Vodafone is reintroducing roaming charges for UK customers using their phones in mainland Europe from January 2022. This follows a similar announcement by rival provider EE. The decision comes despite operators previously saying they would not bring back roaming costs after Brexit.
In this article, we walk you through the changes to Vodafone's data-roaming charges, which other providers have fees for EU usage, and how you can save money on your phone bill while abroad.
What are the changes to Vodafone’s roaming charges?
If you sign up for a new contract as a new or upgrading customer after Wednesday 11 August 2021, you will be subject to roaming charges when they are introduced on 6 January 2022.
Vodafone has said that existing customers won't be impacted by the changes while they remain on their current plan, and fee-free roaming in the Republic of Ireland will still be included for all customers.
After January, affected customers can pay £2 a day to use their allowance in Europe, or £1 if bought with an 8 or 15-day bundle. Fair-usage limits also apply at 25GB of roaming data a month.
Which other providers are changing their EU roaming charges?
Vodafone is not the first operator to reintroduce EU charges, with EE announcing its £2 daily charge to 47 European destinations in June, which will also come into force from January 2022. EE customers will also not be charged to use their phones in the Republic of Ireland.
Currently, O2 allows a data roaming limit of 25GB in the EU, with any data used over that charged at £3.50 per gigabyte, while Three has cut its fair-use data limit from 20GB a month to just 12GB when in Europe. It charges £3 per gigabyte for usage beyond that.
Why are UK providers reintroducing EU roaming charges?
Since 2017, mobile networks in EU countries have been banned from charging customers extra to use their phones while in other member countries. The legislation was introduced to combat so-called “bill shock”, when holidaymakers return home from foreign breaks having racked up bills of hundreds - or even thousands - of pounds for using their phones abroad.
However, while the EU maintains that member countries cannot charge each other’s citizens roaming charges, the Brexit trade deal between the UK and EU did not include any clauses giving UK customers continued protection. The UK and the EU did agree, however, on a £45-a-month limit on the amount people could be charged for using mobile data abroad before having to opt into further use, and for customers to be informed when they have reached 80% and 100% of their data allowance.
In January 2021, the UK’s biggest mobile operators – EE, O2, Three and Vodafone – all said they had no plans to reintroduce roaming charges, even though they were free to do so. The latest announcements from Vodafone and EE mark the first two operators to roll back on their statements, but there is speculation that more will follow suit in the coming months.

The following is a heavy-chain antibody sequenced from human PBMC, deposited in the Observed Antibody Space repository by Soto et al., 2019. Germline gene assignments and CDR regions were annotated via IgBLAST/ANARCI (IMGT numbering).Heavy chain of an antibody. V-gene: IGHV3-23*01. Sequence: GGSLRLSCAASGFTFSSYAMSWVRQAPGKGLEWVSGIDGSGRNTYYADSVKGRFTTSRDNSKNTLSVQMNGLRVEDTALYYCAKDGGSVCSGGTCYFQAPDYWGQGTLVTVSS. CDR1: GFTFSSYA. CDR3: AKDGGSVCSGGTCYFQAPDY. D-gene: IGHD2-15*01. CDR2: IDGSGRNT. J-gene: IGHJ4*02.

How to avoid data roaming charges
1) Check if you will be charged for using your phone abroad
For now, most mobile phone contracts still include some form of data roaming plan that allows you to use your phone within the EU at no extra cost, but you should stay up-to-date with your provider in case this changes at short notice. It is always good practice to check your contract prior to going abroad anyway, and you can do this by calling your mobile provider or logging into your online account. If you’re unhappy with your current contract and considering switching, we can show you how to switch mobile network provider with a text message.
2) Take advantage of a data roaming add-on
If you don't have a data roaming plan as part of your standard contract, take advantage of a roaming add-on, which several providers offer as an optional extra. Although this may seem expensive up front, it will be significantly cheaper than using your normal allowance when you’re abroad. Providers sometimes offer holiday bundles to use your phone as if you were at home. For example, EE’s Travel Data Pass allows customers to access up to 500MG for £5.02 per day in Canada and the USA.
3) Use WiFi wherever possible
It can be easy to forget, but remembering to switch off your data roaming and use WiFi wherever possible could save you from a hefty bill when you get home from your holiday. Most hotels and villa complexes offer WiFi for free, or at a small charge, so make sure to ask about this when you check into your accommodation. Take care, however, not to access personal information such as bank details on a public WiFi network.
4) Download before you go
Most apps and websites now allow you to download music, films and TV shows onto your device for later use, and this is a great way of stocking up on entertainment before you leave the UK. You can make the most of apps such as Netflix, Amazon Prime and BBC iPlayer’s shows by downloading them before you travel so you can watch your favourites on the plane, or by the pool, without needing an internet connection at all.
5) Use a local pay as you go SIM
If you’re expecting to need mobile data while you’re out of range of a WiFi network, you could buy a local pay-as-you-go SIM card for your phone and top it up with cash whenever you need to in the local destination. This can seem like an expensive option at first, but with most SIMs in the range of £5-£10, could end up saving you a much larger data roaming charge when you get back home. Just make sure whichever one you purchase is compatible with your mobile before you buy it.
For more holiday money-saving tips, check out our list of the best 0% foreign transaction fee credit cards to help you save money while spending abroad.